DIY Coffee Table 42 X 42 With Drawers and a Shelf
Great coffee table plans for the semi-experienced wood worker or beginner who is feeling like a challenge. I've included losts of step by step and links for additional instruction.
(2) 4 3/4 x 36 pine (top side aprons)
(2) 1 1/2 x 3/4 x 36 pine (front and back rails)
(4) 1 1/2 x 36 pine (bottom stretchers)
(6) 1 1/2 x 4 pine (stiles)
(2) 5 1/2 x 42 oak (top breadboards)
(8) 5 1/4 x 33 oak (top)
(10) 39ish x 3 1/2 pine -- wait to cut -- (bottom shelf)
(2) 4 3/4 x 37 1/2 x 3/4 plywood (support for drawer guides)
(4) 1 1/2 x 2' pine (drawer guides)
(8) 3 3/4 x 15 3/4 x 3/4 plywood (drawers)
(4) 3 3/4 x ??? around 15 3/4 x 3/4 plywood (drawer backs)
(4) 4 x ???? around 16 pine (drawer fronts)
(4) 1 x 1 x 3" scrap blocks of wood (table top fasterners)
Cut all apron, stretchers and rails to length. Create tenons on each end. Transfer your tenon measurements to your legs 1/2" back. Set legs up to make sure that all markings are lined up in the correct position. Use a plunge router with a 1/4" upcut spiral bit to create mortise holes in the legs.
Dry fit the coffee table carcass together. Make any necessary adjustments. glue and clamp the aprons and stretchers together. If you only have 4 pipe clamps, glue 2 sides together, allow to dry, then attach the 2 sides with the aprons and allow to dry. Check to be sure it's square before it dries.
Glue and clamp in left and right stiles. Use a dowel pin to attach the center stile. (front and back).
Cut plywood to length. Cut a center 3/4 wide notch 2 3/8" H in the center of both pieces so they can join together making a +. Use pocket holes to screw into place. Measure each width between your stiles and build 4 drawers. (See separate post on my website for step by step instructions.)
For drawer guides, notch the front to fit around the back of the front rail leaving only enough room for the drawer front thickness. Set drawer in place and adjust the guide placement until the front of the drawer is flush with the rails and stiles. Mark the top and sides and use pocket holes to attach. Nail in the front. Remove drawers and set aside.
For the bottom shelf, cut all 1 x 4's to length. Sand, prime, and paint (or stain and seal). Not the 2 end pieces around your legs. Set and nail end pieces into place. Set all other shelf pieces next to each other on one side. measure the gap and divide by 9. That's the amount of space you need in between each board. Set all boards in place and put 2 finish nails in each board on each end.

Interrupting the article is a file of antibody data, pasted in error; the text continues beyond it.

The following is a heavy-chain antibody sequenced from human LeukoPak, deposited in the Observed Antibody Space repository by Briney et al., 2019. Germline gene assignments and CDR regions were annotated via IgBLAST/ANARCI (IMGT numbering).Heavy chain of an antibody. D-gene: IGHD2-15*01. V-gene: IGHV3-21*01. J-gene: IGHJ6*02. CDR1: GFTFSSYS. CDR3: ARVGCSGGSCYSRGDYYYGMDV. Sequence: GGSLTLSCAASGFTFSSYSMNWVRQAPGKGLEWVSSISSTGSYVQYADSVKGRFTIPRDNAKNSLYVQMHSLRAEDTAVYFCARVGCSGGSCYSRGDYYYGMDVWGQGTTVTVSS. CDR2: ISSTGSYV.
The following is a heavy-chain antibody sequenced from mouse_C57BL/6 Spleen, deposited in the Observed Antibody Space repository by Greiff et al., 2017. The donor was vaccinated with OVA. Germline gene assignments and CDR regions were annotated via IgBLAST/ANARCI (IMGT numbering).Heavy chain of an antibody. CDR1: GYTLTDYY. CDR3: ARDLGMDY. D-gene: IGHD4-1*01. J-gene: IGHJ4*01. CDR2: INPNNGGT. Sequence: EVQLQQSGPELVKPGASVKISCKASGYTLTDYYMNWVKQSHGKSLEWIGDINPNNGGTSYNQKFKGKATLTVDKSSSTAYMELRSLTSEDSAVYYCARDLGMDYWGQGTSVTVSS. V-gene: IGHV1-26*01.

For the top. Cut all of your oak boards to width and length. Create a tenon on both ends of each 33" board. Use biscuit joiner and glue to join all boards together, 2 or 3 at a time. then join sets until table width is complete. Transfer the tenon measurements to the inside edge of each breadboard. Use a plunge router with a 1/4" upcut spiral bit to router out the mortise holes.
Dry fit the bread boards on. This should fit very snuggly. Use a rubber mallet to tap into place. Clamp the breadboard to the long boards as tight as possible. Flip the table top over so you are working on the underside.
Drill 1/2 - 5/8" into through breadboard through each tenon. Either place a mark on your 1/4" drill bit or use table to prevent from drilling all the way through. Remove clamps and breadboard.
Reinsert your drill bit into your tenons and rock slightly left and right to widen the hole. This is going to allow for the expansion and contraction of your long boards. If you skip this step, your table will split with the change of seasons. Reattach your breadboards for the last time.
Insert 1/4" dowel pins into your drilled holes. Cut the ends off flush with the bottom of your table with a hand saw. Flip the top back over and use a hand plane to smooth any of the joined edges that aren't flush.
Wood expands and contracts across the grain making the boards slightly wider during warm, humid weather. Just as we built the table top to be able to withstand the movement, we also need to attach it in a way that will allow for movement. To do this, drill a hole with a drill but that's the same size as your screw. Then slightly rock the bit to wide the hole across the narrow side of your block. Glue and clamp the block to your table apron. Allow to dry. Place your finished top on and center it. Screw from underneath the blocks careful not to screw all the way through the table top.
Reinsert your drawers and enjoy your work!
- Lumber (lowes)
- 1 1/4" Finish nails (lowes)
- Glue (Lowes)
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Want more details about this and other DIY projects? Check out my blog post!Go